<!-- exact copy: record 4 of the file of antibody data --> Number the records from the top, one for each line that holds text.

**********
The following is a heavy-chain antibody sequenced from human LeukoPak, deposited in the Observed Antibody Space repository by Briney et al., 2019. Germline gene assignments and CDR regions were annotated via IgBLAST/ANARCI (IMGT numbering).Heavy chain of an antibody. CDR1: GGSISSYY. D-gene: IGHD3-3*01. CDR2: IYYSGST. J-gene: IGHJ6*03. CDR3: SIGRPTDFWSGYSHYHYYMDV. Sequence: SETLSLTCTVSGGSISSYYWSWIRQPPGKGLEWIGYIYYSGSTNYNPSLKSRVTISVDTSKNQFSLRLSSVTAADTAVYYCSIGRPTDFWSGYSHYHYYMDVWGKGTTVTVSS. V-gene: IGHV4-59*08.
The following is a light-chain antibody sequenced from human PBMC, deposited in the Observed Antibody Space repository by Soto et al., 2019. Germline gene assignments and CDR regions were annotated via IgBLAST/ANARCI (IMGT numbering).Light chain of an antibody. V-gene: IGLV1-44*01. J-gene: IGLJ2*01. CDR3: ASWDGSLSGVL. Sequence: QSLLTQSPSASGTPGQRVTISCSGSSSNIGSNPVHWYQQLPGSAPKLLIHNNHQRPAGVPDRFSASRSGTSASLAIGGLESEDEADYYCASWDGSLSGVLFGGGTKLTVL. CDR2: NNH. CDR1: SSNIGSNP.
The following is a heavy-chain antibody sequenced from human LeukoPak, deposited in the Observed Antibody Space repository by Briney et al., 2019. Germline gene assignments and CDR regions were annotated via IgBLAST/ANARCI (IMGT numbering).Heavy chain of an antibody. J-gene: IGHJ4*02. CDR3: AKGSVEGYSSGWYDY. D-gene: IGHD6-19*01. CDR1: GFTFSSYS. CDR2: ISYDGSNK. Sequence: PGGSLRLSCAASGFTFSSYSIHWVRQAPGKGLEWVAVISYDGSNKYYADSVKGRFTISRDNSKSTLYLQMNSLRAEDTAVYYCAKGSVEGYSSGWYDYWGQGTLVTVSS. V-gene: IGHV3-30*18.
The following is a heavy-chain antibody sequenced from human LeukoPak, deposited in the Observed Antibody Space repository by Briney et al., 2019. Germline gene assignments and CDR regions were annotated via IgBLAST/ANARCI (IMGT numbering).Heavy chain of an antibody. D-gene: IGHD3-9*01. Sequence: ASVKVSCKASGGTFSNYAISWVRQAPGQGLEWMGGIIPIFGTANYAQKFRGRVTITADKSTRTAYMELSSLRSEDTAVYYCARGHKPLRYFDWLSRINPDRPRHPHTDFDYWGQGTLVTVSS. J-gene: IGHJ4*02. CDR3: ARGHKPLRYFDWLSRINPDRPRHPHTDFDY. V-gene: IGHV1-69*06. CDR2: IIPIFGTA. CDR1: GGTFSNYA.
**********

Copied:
The following is a heavy-chain antibody sequenced from human LeukoPak, deposited in the Observed Antibody Space repository by Briney et al., 2019. Germline gene assignments and CDR regions were annotated via IgBLAST/ANARCI (IMGT numbering).Heavy chain of an antibody. D-gene: IGHD3-9*01. Sequence: ASVKVSCKASGGTFSNYAISWVRQAPGQGLEWMGGIIPIFGTANYAQKFRGRVTITADKSTRTAYMELSSLRSEDTAVYYCARGHKPLRYFDWLSRINPDRPRHPHTDFDYWGQGTLVTVSS. J-gene: IGHJ4*02. CDR3: ARGHKPLRYFDWLSRINPDRPRHPHTDFDY. V-gene: IGHV1-69*06. CDR2: IIPIFGTA. CDR1: GGTFSNYA.